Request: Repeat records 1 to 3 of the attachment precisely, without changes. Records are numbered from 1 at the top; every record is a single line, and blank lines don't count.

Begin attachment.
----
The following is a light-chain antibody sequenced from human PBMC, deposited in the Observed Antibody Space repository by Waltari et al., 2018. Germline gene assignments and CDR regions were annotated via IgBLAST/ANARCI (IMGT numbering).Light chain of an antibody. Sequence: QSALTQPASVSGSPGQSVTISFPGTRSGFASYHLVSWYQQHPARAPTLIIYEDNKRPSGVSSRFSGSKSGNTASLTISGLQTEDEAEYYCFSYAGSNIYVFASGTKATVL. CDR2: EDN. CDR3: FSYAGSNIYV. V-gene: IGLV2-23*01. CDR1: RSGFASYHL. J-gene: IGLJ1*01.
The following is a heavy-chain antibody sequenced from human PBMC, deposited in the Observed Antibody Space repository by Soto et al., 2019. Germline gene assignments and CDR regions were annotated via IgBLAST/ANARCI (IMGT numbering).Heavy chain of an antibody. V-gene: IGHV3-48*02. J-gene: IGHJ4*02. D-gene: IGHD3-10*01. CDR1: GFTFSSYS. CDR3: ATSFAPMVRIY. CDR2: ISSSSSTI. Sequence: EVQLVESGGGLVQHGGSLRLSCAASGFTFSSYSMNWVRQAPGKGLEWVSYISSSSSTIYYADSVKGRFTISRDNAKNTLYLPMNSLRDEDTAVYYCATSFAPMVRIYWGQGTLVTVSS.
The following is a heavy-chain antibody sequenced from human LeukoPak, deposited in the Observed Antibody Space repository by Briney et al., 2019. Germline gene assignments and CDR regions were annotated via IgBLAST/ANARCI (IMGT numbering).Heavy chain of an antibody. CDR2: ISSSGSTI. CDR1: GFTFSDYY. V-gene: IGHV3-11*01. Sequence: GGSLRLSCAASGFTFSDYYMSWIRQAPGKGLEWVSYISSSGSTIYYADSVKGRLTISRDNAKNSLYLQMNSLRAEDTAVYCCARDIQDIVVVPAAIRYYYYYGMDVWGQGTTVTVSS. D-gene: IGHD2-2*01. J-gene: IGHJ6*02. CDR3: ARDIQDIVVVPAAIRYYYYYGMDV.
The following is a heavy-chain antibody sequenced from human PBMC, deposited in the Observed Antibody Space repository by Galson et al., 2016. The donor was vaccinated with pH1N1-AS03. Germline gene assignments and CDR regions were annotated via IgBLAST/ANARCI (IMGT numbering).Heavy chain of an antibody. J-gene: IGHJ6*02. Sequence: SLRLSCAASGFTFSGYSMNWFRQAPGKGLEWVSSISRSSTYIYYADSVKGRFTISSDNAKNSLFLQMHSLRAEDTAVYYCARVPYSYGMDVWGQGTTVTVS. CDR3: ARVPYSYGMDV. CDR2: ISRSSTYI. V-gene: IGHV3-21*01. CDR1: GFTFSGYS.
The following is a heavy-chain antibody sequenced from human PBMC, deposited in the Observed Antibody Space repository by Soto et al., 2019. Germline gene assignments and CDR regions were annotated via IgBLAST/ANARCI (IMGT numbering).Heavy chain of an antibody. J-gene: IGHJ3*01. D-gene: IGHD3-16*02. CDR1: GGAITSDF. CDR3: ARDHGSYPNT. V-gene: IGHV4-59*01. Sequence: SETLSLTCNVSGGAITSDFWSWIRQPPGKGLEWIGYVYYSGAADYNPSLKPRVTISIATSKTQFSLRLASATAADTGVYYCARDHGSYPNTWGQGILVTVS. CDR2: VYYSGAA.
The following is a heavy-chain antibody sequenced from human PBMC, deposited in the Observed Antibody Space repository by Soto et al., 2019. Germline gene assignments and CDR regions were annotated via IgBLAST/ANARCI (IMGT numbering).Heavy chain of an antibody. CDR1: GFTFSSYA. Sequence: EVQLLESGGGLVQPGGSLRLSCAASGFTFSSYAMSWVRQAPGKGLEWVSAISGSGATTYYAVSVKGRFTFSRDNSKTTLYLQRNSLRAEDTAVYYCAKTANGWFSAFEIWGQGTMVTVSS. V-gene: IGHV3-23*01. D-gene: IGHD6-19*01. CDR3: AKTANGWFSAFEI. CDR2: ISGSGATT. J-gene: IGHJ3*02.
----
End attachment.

The following is a light-chain antibody sequenced from human PBMC, deposited in the Observed Antibody Space repository by Waltari et al., 2018. Germline gene assignments and CDR regions were annotated via IgBLAST/ANARCI (IMGT numbering).Light chain of an antibody. Sequence: QSALTQPASVSGSPGQSVTISFPGTRSGFASYHLVSWYQQHPARAPTLIIYEDNKRPSGVSSRFSGSKSGNTASLTISGLQTEDEAEYYCFSYAGSNIYVFASGTKATVL. CDR2: EDN. CDR3: FSYAGSNIYV. V-gene: IGLV2-23*01. CDR1: RSGFASYHL. J-gene: IGLJ1*01.
The following is a heavy-chain antibody sequenced from human PBMC, deposited in the Observed Antibody Space repository by Soto et al., 2019. Germline gene assignments and CDR regions were annotated via IgBLAST/ANARCI (IMGT numbering).Heavy chain of an antibody. V-gene: IGHV3-48*02. J-gene: IGHJ4*02. D-gene: IGHD3-10*01. CDR1: GFTFSSYS. CDR3: ATSFAPMVRIY. CDR2: ISSSSSTI. Sequence: EVQLVESGGGLVQHGGSLRLSCAASGFTFSSYSMNWVRQAPGKGLEWVSYISSSSSTIYYADSVKGRFTISRDNAKNTLYLPMNSLRDEDTAVYYCATSFAPMVRIYWGQGTLVTVSS.
The following is a heavy-chain antibody sequenced from human LeukoPak, deposited in the Observed Antibody Space repository by Briney et al., 2019. Germline gene assignments and CDR regions were annotated via IgBLAST/ANARCI (IMGT numbering).Heavy chain of an antibody. CDR2: ISSSGSTI. CDR1: GFTFSDYY. V-gene: IGHV3-11*01. Sequence: GGSLRLSCAASGFTFSDYYMSWIRQAPGKGLEWVSYISSSGSTIYYADSVKGRLTISRDNAKNSLYLQMNSLRAEDTAVYCCARDIQDIVVVPAAIRYYYYYGMDVWGQGTTVTVSS. D-gene: IGHD2-2*01. J-gene: IGHJ6*02. CDR3: ARDIQDIVVVPAAIRYYYYYGMDV.